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RI-ITEST conference one of several science education
activities at RIC this summer



Teachers and students from public high schools across the state gathered at RIC for the second annual Rhode Island Information Technology Experiences for Students and Teachers (RI-ITEST) Conference, the first of several science education activities to be held on-campus this summer.

Funded by a National Science Foundation grant, the four-day conference is part of an ongoing professional development initiative aimed at encouraging the use of computer models in the classroom through innovative software demonstrating scientific concepts at the molecular level.

In addition to participating in two days each of technology training and practicum during the conference, teachers receive a total of four graduate credits over the course of two years while they complete an online course and attend workshop meetings.

James Magyar
Among the attendees were 37 teachers who began the training last year and returned during the week of June 29 and July 2. They assessed the learning of approximately 3,280 students who used software designed by the Ergopedia company and developed by the Concord Consortium in their physics, biology or chemistry curriculums, said James Magyar, chair of the RIC Physical Sciences Department and professor of chemistry and physical sciences.

A second group of 75 new teachers began learning how to use and incorporate the software into their teaching with another set of 6,000 students for the upcoming school year. They will return next year for another conference, which will be followed by six more months of online courses and meetings.

Eighty students were at the RI-ITEST conference to try out the interactive features of the software. Along with two-dimensional models that illustrate chemical, physical and biological processes, the program can collect student responses, and students can answer multiple choice and essay questions, as well as make reports with accompanying images, Magyar said.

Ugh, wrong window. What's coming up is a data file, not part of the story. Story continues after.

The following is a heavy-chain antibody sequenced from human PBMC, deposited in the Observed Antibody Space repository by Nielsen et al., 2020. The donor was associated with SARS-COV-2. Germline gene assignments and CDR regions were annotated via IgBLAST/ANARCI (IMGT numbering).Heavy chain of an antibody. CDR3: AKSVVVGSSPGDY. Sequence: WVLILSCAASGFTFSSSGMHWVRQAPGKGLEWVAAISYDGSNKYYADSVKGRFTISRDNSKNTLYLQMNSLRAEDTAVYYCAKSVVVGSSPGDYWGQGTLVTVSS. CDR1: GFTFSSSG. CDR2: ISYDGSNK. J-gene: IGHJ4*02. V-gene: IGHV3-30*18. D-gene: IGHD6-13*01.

Teachers can also grade all of the activities in the program while students obtain a better understanding of what it is they are learning and develop the ability to probe the background components of particular concepts or lessons, thanks to the technologically enhanced visuals.

Initially, the computer models were meant to provide a link to Physics First programs, which teach a more conceptual and hands-on physics class in the 9th grade in contrast to schools providing a standard science education, where physics is taught in the 11th grade. (High schools that offer the Physics First program require biology to be taken in the 11th grade and chemistry to be taken in the 10th grade; schools providing a standard science education require freshman biology and sophomore chemistry.)

But Magyar noted that the participating high schools without Physics First curriculums helped determine how well the Concord learning materials work in diverse educational settings. He also cited other attributes for schools that participate in the program, including the E2T2 program, which provides technology funds through the Rhode Island Department of Education to purchase computers and equipment for the schools that don’t have them.